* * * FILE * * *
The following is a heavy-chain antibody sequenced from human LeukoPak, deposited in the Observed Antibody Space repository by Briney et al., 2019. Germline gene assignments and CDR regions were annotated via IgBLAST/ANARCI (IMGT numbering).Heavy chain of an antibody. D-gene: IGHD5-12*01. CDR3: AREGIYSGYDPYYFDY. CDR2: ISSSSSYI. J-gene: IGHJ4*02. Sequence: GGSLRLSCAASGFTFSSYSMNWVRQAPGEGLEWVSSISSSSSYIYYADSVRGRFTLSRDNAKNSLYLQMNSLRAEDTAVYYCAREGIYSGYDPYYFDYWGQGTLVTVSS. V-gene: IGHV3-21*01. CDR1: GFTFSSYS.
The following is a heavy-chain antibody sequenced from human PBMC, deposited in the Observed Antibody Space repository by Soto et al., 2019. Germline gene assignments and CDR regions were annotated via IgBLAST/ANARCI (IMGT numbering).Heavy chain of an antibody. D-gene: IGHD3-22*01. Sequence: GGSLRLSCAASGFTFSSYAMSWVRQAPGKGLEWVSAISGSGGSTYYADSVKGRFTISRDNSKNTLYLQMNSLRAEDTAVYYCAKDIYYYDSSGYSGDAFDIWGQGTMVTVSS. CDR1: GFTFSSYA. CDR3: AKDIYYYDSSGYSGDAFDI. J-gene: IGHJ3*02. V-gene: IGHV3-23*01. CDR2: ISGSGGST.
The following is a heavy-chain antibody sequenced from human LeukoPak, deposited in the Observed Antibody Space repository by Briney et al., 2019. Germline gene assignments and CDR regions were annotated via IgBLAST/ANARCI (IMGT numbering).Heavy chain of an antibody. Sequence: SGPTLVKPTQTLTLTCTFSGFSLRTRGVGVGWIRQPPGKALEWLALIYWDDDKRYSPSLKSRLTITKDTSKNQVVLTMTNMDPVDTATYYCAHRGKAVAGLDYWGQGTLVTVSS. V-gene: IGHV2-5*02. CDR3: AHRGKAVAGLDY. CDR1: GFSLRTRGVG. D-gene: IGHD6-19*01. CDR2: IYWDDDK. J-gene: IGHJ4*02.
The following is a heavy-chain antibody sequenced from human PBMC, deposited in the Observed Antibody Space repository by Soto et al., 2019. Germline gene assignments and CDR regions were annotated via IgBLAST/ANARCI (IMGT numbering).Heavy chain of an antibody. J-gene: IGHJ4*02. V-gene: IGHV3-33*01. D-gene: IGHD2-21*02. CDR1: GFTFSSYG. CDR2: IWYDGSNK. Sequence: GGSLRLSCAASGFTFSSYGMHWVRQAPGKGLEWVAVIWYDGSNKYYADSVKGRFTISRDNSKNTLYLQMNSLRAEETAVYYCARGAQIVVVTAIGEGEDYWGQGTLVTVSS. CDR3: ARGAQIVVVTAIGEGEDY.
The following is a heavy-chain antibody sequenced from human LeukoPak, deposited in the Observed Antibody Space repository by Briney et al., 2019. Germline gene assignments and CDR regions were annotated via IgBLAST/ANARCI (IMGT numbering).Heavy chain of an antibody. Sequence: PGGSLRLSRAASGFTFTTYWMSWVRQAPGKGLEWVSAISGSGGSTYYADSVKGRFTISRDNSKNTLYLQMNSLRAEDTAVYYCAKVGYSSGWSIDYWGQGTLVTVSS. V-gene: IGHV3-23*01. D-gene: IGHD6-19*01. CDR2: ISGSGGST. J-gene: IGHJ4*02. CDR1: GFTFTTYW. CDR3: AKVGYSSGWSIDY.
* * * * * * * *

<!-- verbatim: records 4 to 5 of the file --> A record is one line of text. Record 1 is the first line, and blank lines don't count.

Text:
The following is a heavy-chain antibody sequenced from human PBMC, deposited in the Observed Antibody Space repository by Soto et al., 2019. Germline gene assignments and CDR regions were annotated via IgBLAST/ANARCI (IMGT numbering).Heavy chain of an antibody. J-gene: IGHJ4*02. V-gene: IGHV3-33*01. D-gene: IGHD2-21*02. CDR1: GFTFSSYG. CDR2: IWYDGSNK. Sequence: GGSLRLSCAASGFTFSSYGMHWVRQAPGKGLEWVAVIWYDGSNKYYADSVKGRFTISRDNSKNTLYLQMNSLRAEETAVYYCARGAQIVVVTAIGEGEDYWGQGTLVTVSS. CDR3: ARGAQIVVVTAIGEGEDY.
The following is a heavy-chain antibody sequenced from human LeukoPak, deposited in the Observed Antibody Space repository by Briney et al., 2019. Germline gene assignments and CDR regions were annotated via IgBLAST/ANARCI (IMGT numbering).Heavy chain of an antibody. Sequence: PGGSLRLSRAASGFTFTTYWMSWVRQAPGKGLEWVSAISGSGGSTYYADSVKGRFTISRDNSKNTLYLQMNSLRAEDTAVYYCAKVGYSSGWSIDYWGQGTLVTVSS. V-gene: IGHV3-23*01. D-gene: IGHD6-19*01. CDR2: ISGSGGST. J-gene: IGHJ4*02. CDR1: GFTFTTYW. CDR3: AKVGYSSGWSIDY.